Two years ago, the Oklahoma City Thunder did what was thought impossible. They beat the veteran San Antonio Spurs four straight games after being down 0-2 to clinch the Western Conference Finals and reach their first NBA Finals. Just a week ago, the Thunder were in the same situation, a déjàvu of sorts if you will. Minus their big man Serge Ibaka who was out because of a “season-ending” injury, the Thunder were again down 0-2 versus the same team in the Western Conference Finals. After being handily beaten by an average of 26 points in the first two games pundits, including myself, called the series already for the Spurs.
After all, the last time the Thunder came back from such a deficit, they had a full-strength team that featured Ibaka and now Houston Rockets All-Star James Harden. Experts concluded that the Spurs’ selfless team play would always trump the dynamic duo of Russell Westbrook and league MVP Kevin Durant. Of course, the experts didn’t expect the miraculous return of Ibaka, who has altered the complexion of the series.
Ibaka injured his left calf in the Game 6 win versus the Los Angeles Clippers in the semifinals. Given the initial severity of the injury, Oklahoma GM Sam Presti called the injury season-ending and with the announcement, the Thunder’s hopes were dashed, especially after the first two games in which they were blown out. Before Game 3, the swelling in Ibaka’s calf subsided and the Thunder were able to conduct more tests that showed that the prognosis was not as bad.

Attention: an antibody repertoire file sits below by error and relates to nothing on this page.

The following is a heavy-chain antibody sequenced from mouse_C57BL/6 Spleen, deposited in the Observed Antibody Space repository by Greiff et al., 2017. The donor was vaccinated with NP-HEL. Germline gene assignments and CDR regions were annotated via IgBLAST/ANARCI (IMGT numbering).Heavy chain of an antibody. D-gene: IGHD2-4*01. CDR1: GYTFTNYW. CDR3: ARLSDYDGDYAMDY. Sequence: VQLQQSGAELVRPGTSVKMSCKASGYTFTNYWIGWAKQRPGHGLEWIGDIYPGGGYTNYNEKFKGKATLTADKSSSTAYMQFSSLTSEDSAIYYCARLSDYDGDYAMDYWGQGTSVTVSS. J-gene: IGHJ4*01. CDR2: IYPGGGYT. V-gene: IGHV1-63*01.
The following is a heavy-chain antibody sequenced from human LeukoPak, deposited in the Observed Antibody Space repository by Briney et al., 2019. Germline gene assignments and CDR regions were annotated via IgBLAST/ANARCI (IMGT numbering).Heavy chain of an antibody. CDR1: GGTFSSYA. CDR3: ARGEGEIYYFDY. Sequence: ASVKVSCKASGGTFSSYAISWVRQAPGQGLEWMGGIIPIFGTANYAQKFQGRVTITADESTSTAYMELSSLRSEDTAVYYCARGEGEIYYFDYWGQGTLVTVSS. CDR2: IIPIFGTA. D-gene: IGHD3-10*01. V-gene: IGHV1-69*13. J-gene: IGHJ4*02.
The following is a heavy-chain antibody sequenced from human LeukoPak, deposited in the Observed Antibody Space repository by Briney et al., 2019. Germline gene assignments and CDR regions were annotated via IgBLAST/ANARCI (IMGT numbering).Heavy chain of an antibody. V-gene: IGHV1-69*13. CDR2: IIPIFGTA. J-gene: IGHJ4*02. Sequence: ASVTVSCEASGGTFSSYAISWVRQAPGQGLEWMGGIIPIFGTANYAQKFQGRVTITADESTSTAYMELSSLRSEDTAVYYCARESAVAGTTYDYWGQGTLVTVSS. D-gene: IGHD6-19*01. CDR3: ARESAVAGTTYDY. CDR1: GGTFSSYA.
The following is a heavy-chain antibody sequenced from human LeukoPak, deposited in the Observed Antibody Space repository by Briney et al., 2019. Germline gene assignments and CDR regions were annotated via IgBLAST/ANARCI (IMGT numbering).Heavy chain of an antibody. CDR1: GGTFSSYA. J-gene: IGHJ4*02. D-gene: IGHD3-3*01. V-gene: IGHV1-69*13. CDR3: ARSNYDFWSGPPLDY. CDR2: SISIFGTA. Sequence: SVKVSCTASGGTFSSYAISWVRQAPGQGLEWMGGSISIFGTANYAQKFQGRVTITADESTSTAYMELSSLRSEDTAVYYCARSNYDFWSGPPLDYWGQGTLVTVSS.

In Game 3, Ibaka was cleared to play and he played with a vengeance. He scored 15 points, grabbed 7 rebounds, and swatted away 4 shots. The Thunder also won convincingly. The next game, Ibaka scored only 9 points, and got 8 rebounds and 3 blocks. Again, the Thunder won to even the series 2-2. While he doesn’t post headline-grabbing numbers, Ibaka can be considered the 2nd most important player after Durant since he is the team’s defensive anchor. His mere presence alone is invaluable. It can be recalled that Westbrook was injured for a stretch during the regular season and Durant took on the scoring and the Thunder kept winning.
Ibaka allows the Thunder to basically cheat on defense and overplay off picks and rolls. This in turn disrupts the offense and results in steals and fastbreak points. The Thunder’s perimeter defenders can do this knowing that they will have protection at the rim. He also grabs a lot of rebounds on both ends sparking the offense.
In Game 5, Ibaka was a non-factor only making 3 of 10 shots as the Spurs were in control the entire time and blew out the Thunder 117-89 in this decisive game. Statistically, teams that win Game 5 in a seven-game series to break a tie wins. If we go by this series, the home team always wins, and we expect the Thunder to take Game 6 and set-up an exciting Game 7.
The return of Ibaka has given the Thunder a chance, a chance for their 2nd Finals appearance in 3 years. This series has suddenly become more interesting.